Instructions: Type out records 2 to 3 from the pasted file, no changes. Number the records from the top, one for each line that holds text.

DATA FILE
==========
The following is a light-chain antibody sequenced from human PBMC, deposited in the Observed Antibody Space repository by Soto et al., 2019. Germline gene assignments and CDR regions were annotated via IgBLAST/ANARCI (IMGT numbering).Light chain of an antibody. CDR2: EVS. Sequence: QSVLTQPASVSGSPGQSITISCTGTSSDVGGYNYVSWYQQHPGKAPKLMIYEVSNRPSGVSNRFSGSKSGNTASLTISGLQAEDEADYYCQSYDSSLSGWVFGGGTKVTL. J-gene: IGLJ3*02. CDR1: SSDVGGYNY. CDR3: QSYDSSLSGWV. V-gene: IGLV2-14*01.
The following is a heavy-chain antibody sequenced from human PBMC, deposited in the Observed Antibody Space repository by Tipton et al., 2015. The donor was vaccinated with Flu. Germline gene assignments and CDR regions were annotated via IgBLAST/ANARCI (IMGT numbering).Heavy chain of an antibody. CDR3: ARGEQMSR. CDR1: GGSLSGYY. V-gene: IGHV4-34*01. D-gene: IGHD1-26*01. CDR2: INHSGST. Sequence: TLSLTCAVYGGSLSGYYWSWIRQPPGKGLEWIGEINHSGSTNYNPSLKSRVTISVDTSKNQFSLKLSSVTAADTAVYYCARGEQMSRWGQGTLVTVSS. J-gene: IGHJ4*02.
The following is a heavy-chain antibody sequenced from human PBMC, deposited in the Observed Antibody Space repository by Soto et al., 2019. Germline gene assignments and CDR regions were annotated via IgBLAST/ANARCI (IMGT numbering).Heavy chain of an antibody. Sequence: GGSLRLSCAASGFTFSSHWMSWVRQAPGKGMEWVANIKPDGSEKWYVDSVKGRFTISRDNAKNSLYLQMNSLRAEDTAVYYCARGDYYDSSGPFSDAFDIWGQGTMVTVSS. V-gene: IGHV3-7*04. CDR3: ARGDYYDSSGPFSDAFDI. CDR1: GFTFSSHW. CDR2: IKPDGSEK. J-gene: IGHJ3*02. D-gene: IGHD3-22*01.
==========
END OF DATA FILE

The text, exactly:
The following is a heavy-chain antibody sequenced from human PBMC, deposited in the Observed Antibody Space repository by Tipton et al., 2015. The donor was vaccinated with Flu. Germline gene assignments and CDR regions were annotated via IgBLAST/ANARCI (IMGT numbering).Heavy chain of an antibody. CDR3: ARGEQMSR. CDR1: GGSLSGYY. V-gene: IGHV4-34*01. D-gene: IGHD1-26*01. CDR2: INHSGST. Sequence: TLSLTCAVYGGSLSGYYWSWIRQPPGKGLEWIGEINHSGSTNYNPSLKSRVTISVDTSKNQFSLKLSSVTAADTAVYYCARGEQMSRWGQGTLVTVSS. J-gene: IGHJ4*02.
The following is a heavy-chain antibody sequenced from human PBMC, deposited in the Observed Antibody Space repository by Soto et al., 2019. Germline gene assignments and CDR regions were annotated via IgBLAST/ANARCI (IMGT numbering).Heavy chain of an antibody. Sequence: GGSLRLSCAASGFTFSSHWMSWVRQAPGKGMEWVANIKPDGSEKWYVDSVKGRFTISRDNAKNSLYLQMNSLRAEDTAVYYCARGDYYDSSGPFSDAFDIWGQGTMVTVSS. V-gene: IGHV3-7*04. CDR3: ARGDYYDSSGPFSDAFDI. CDR1: GFTFSSHW. CDR2: IKPDGSEK. J-gene: IGHJ3*02. D-gene: IGHD3-22*01.